X-RAY DIFFRACTION METHODS 1.Laue photographic method: The Laue method is mainly used to determine the orientation of large single crystals. White radiation is reflected from, or transmitted through, a fixed crystal. :

X-RAY DIFFRACTION METHODS 1. Laue photographic method: The Laue method is mainly used to determine the orientation of large single crystals. White radiation is reflected from, or transmitted through, a fixed crystal . Back-reflection Laue In the back-reflection method, the film is Placed between X-ray source and crystal. The beams which are diffracted in a backward direction are recorded. Transmission Laue The film is placed behind the crystal to record beams which are transmitted through the crystal. Disadvantage: Big crystals are required

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Back-reflection Laue Transmission Laue Crystal orientation and perfection is determined from the position of spots.

2.Bragg X-ray spectrometer method::

2.Bragg X-ray spectrometer method: Bragg analysed the structures of Nacl,Kcl and ZnS. Method is based on Bragg’s law. The strength of ionisation current is directly proportional to intensity of entering reflected X-rays. SO2 or CH3I increases ionisation in the chamber.


3.ROTATING CRYSTAL M ethod: Shaft is moved to put the crystal into slow rotation. This cause sets of planes coming successively into their reflecting position. Each plane will produce a spot on the photographic plate. Can take a photograph of the diffraction pattern in two ways 1.complete rotation method 2.oscillation method


4.POWDER CRYSTAL METHOD: 1mg material is sufficient for study. Applications : useful for Cubic crystals. Determining complex structures of metals and alloys. Making distinction between allotropic modification of the same substance.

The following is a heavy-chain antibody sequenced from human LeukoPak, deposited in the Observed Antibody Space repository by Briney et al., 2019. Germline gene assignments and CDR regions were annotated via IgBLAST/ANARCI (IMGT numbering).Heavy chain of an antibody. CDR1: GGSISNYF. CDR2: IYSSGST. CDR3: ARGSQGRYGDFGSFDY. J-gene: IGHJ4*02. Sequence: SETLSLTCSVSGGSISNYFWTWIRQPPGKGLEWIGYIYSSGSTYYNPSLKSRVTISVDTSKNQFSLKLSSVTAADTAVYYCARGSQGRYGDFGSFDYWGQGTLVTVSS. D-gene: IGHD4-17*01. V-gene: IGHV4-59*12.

APPLICATIONS Structure of crystals Polymer characterization State of anneal in metals Particle size determination Spot counting method v=V. δθ .cos θ /2n Broadening of diffraction lines Low-angle scattering Applications of diffraction methods to complexes Determination of cis-trans isomerism Eg:Bis(pyridine-2-carboxamido)nickel(II) chloride Determination of linkage isomerism Eg:Biuret+copper(II)=pottassium bis(biureto)cuprate(II) tetrahydrate

Miscellaneous applications:

Miscellaneous applications Soil classification based on crystallinity. Analysis of industrial dusts. Assessment of weathering & degradation of minerals & polymers. Study of corrosion products. Examination of tooth enamel & dentine. Examination of bone state & tissue state. Structure of DNA&RNA. X-ray Diffraction on aerosol drugs - Measurements on small quantities of pharmaceutical samples using the X'Celerator detector.


REFERENCES 1)Instrumental methods of chemical analysis ,B.K.sharma,17 th edition 1997-1998,GOEL publishing house.page no:329-359 2)Principles of instrumental analysis,5 th edition ,by Dougles a.skoog,f.James holles,Timothy A.Niemen.page no:277-298 3)Instrumental methods of chemical analysis ,Gurudeep R.chatwal,sham k.anand,Himalaya publications page no:2.303-2.332 4) Instrumental Methods Of Chemical Analysis – H. Kaur pg.no:727-729,737 5) http://www.scienceiscool.org/solids/intro.html 6) http://en.wikipedia.org/wiki/X-ray_crystallography